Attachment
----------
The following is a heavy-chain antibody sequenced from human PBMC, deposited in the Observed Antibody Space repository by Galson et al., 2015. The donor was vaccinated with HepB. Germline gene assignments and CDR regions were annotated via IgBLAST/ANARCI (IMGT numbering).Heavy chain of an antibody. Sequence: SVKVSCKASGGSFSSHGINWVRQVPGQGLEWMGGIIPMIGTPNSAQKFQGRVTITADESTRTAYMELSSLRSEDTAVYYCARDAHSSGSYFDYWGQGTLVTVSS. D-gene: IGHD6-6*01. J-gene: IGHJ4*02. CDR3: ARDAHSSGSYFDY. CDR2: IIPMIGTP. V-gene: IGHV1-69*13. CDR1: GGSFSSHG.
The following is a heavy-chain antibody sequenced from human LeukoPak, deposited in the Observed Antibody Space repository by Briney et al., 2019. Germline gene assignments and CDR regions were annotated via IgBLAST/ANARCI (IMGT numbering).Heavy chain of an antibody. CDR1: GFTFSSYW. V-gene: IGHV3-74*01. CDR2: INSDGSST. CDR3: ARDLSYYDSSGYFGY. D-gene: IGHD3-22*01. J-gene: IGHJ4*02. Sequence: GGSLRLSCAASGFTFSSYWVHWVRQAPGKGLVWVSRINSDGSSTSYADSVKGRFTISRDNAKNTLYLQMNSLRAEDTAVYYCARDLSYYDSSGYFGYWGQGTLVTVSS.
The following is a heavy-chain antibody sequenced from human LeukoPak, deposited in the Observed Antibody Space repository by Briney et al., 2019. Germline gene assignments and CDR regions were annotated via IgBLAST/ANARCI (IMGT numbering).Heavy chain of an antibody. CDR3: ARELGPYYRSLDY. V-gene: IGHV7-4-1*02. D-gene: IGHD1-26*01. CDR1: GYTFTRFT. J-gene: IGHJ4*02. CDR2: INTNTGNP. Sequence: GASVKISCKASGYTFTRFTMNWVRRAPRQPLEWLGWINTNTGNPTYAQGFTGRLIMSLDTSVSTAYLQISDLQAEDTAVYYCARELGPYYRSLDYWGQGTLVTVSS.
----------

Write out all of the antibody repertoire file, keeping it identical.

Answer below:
The following is a heavy-chain antibody sequenced from human PBMC, deposited in the Observed Antibody Space repository by Galson et al., 2015. The donor was vaccinated with HepB. Germline gene assignments and CDR regions were annotated via IgBLAST/ANARCI (IMGT numbering).Heavy chain of an antibody. Sequence: SVKVSCKASGGSFSSHGINWVRQVPGQGLEWMGGIIPMIGTPNSAQKFQGRVTITADESTRTAYMELSSLRSEDTAVYYCARDAHSSGSYFDYWGQGTLVTVSS. D-gene: IGHD6-6*01. J-gene: IGHJ4*02. CDR3: ARDAHSSGSYFDY. CDR2: IIPMIGTP. V-gene: IGHV1-69*13. CDR1: GGSFSSHG.
The following is a heavy-chain antibody sequenced from human LeukoPak, deposited in the Observed Antibody Space repository by Briney et al., 2019. Germline gene assignments and CDR regions were annotated via IgBLAST/ANARCI (IMGT numbering).Heavy chain of an antibody. CDR1: GFTFSSYW. V-gene: IGHV3-74*01. CDR2: INSDGSST. CDR3: ARDLSYYDSSGYFGY. D-gene: IGHD3-22*01. J-gene: IGHJ4*02. Sequence: GGSLRLSCAASGFTFSSYWVHWVRQAPGKGLVWVSRINSDGSSTSYADSVKGRFTISRDNAKNTLYLQMNSLRAEDTAVYYCARDLSYYDSSGYFGYWGQGTLVTVSS.
The following is a heavy-chain antibody sequenced from human LeukoPak, deposited in the Observed Antibody Space repository by Briney et al., 2019. Germline gene assignments and CDR regions were annotated via IgBLAST/ANARCI (IMGT numbering).Heavy chain of an antibody. CDR3: ARELGPYYRSLDY. V-gene: IGHV7-4-1*02. D-gene: IGHD1-26*01. CDR1: GYTFTRFT. J-gene: IGHJ4*02. CDR2: INTNTGNP. Sequence: GASVKISCKASGYTFTRFTMNWVRRAPRQPLEWLGWINTNTGNPTYAQGFTGRLIMSLDTSVSTAYLQISDLQAEDTAVYYCARELGPYYRSLDYWGQGTLVTVSS.